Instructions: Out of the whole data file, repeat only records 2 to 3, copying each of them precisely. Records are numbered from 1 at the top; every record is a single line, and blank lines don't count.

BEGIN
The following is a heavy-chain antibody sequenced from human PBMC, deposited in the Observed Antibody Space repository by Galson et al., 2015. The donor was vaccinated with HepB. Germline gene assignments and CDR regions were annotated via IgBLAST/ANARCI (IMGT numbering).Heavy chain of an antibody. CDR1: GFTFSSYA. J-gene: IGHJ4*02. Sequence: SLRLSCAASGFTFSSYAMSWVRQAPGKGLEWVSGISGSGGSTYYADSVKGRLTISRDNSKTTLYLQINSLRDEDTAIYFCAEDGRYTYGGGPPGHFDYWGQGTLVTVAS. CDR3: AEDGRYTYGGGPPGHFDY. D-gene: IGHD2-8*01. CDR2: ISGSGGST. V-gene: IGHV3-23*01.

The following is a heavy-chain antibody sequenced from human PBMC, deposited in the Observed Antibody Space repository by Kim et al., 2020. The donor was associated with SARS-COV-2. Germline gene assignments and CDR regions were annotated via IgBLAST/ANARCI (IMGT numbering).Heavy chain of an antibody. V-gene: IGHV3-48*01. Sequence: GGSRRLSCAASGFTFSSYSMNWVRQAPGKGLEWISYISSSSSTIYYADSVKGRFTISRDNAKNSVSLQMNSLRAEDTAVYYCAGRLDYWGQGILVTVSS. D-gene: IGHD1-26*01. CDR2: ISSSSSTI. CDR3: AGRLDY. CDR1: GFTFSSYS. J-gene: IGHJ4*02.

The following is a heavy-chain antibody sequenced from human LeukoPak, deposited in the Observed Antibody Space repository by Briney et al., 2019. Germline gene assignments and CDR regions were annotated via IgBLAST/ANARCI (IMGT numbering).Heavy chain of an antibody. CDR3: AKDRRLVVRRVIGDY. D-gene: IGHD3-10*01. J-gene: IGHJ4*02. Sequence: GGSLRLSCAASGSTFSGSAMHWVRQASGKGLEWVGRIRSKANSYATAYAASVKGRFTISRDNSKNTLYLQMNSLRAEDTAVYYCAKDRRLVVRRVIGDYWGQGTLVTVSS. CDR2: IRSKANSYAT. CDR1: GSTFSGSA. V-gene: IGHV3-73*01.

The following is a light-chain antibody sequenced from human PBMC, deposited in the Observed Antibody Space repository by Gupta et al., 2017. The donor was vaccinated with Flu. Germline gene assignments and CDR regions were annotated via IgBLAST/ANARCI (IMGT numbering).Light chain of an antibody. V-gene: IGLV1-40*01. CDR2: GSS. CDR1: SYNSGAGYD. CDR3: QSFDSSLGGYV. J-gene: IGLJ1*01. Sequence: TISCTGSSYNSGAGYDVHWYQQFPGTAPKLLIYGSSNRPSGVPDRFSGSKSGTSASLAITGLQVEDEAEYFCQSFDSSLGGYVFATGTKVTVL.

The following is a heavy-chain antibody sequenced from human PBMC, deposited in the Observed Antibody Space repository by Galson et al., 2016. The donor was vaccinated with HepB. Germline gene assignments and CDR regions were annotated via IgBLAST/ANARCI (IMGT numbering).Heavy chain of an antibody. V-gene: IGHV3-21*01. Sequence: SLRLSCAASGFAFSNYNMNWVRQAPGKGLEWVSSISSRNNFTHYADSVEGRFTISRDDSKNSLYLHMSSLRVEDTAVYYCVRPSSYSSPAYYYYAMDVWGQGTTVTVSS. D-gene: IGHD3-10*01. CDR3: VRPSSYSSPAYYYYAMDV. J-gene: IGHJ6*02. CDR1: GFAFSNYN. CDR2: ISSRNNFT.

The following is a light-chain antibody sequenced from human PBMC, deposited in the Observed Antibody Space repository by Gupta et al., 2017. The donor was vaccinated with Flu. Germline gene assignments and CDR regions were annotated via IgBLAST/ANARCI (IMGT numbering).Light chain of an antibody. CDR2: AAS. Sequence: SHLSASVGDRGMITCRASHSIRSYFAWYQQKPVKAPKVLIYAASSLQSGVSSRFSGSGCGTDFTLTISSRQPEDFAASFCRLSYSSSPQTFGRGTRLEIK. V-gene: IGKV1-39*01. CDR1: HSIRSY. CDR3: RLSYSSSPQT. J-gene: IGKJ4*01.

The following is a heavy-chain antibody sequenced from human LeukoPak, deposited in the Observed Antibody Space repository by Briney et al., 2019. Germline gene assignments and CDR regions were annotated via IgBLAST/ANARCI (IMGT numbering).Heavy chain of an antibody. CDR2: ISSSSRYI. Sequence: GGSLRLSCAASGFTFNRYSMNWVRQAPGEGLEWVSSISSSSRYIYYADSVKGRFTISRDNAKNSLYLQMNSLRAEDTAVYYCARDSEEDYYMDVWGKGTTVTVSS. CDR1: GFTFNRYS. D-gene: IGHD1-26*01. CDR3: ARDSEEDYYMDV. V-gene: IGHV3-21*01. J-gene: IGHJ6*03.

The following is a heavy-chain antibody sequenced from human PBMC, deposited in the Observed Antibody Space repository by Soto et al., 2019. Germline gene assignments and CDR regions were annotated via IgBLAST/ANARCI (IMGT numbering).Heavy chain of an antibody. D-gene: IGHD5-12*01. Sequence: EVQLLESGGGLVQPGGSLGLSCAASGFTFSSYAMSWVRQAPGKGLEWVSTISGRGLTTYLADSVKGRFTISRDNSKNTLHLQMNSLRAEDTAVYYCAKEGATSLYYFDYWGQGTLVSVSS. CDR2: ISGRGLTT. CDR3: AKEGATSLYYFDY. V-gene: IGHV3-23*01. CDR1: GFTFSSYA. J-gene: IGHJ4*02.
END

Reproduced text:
The following is a heavy-chain antibody sequenced from human PBMC, deposited in the Observed Antibody Space repository by Kim et al., 2020. The donor was associated with SARS-COV-2. Germline gene assignments and CDR regions were annotated via IgBLAST/ANARCI (IMGT numbering).Heavy chain of an antibody. V-gene: IGHV3-48*01. Sequence: GGSRRLSCAASGFTFSSYSMNWVRQAPGKGLEWISYISSSSSTIYYADSVKGRFTISRDNAKNSVSLQMNSLRAEDTAVYYCAGRLDYWGQGILVTVSS. D-gene: IGHD1-26*01. CDR2: ISSSSSTI. CDR3: AGRLDY. CDR1: GFTFSSYS. J-gene: IGHJ4*02.

The following is a heavy-chain antibody sequenced from human LeukoPak, deposited in the Observed Antibody Space repository by Briney et al., 2019. Germline gene assignments and CDR regions were annotated via IgBLAST/ANARCI (IMGT numbering).Heavy chain of an antibody. CDR3: AKDRRLVVRRVIGDY. D-gene: IGHD3-10*01. J-gene: IGHJ4*02. Sequence: GGSLRLSCAASGSTFSGSAMHWVRQASGKGLEWVGRIRSKANSYATAYAASVKGRFTISRDNSKNTLYLQMNSLRAEDTAVYYCAKDRRLVVRRVIGDYWGQGTLVTVSS. CDR2: IRSKANSYAT. CDR1: GSTFSGSA. V-gene: IGHV3-73*01.